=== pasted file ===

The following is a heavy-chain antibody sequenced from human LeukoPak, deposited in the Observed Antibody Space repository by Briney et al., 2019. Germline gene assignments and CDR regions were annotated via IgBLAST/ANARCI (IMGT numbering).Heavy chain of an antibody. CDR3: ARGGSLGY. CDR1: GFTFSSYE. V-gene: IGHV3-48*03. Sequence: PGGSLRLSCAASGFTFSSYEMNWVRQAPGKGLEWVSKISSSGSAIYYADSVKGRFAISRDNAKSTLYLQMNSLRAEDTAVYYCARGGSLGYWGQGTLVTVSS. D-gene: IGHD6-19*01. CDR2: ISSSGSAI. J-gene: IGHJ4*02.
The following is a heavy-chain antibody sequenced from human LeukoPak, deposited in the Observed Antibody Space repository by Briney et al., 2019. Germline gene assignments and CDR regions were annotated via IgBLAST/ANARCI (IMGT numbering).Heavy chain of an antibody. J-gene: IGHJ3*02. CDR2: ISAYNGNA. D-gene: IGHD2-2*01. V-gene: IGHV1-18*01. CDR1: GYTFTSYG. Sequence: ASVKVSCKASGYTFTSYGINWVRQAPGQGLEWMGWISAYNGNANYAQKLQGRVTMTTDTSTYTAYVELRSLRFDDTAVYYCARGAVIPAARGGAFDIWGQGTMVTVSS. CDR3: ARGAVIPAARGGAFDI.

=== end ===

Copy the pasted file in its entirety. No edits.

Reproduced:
The following is a heavy-chain antibody sequenced from human LeukoPak, deposited in the Observed Antibody Space repository by Briney et al., 2019. Germline gene assignments and CDR regions were annotated via IgBLAST/ANARCI (IMGT numbering).Heavy chain of an antibody. CDR3: ARGGSLGY. CDR1: GFTFSSYE. V-gene: IGHV3-48*03. Sequence: PGGSLRLSCAASGFTFSSYEMNWVRQAPGKGLEWVSKISSSGSAIYYADSVKGRFAISRDNAKSTLYLQMNSLRAEDTAVYYCARGGSLGYWGQGTLVTVSS. D-gene: IGHD6-19*01. CDR2: ISSSGSAI. J-gene: IGHJ4*02.
The following is a heavy-chain antibody sequenced from human LeukoPak, deposited in the Observed Antibody Space repository by Briney et al., 2019. Germline gene assignments and CDR regions were annotated via IgBLAST/ANARCI (IMGT numbering).Heavy chain of an antibody. J-gene: IGHJ3*02. CDR2: ISAYNGNA. D-gene: IGHD2-2*01. V-gene: IGHV1-18*01. CDR1: GYTFTSYG. Sequence: ASVKVSCKASGYTFTSYGINWVRQAPGQGLEWMGWISAYNGNANYAQKLQGRVTMTTDTSTYTAYVELRSLRFDDTAVYYCARGAVIPAARGGAFDIWGQGTMVTVSS. CDR3: ARGAVIPAARGGAFDI.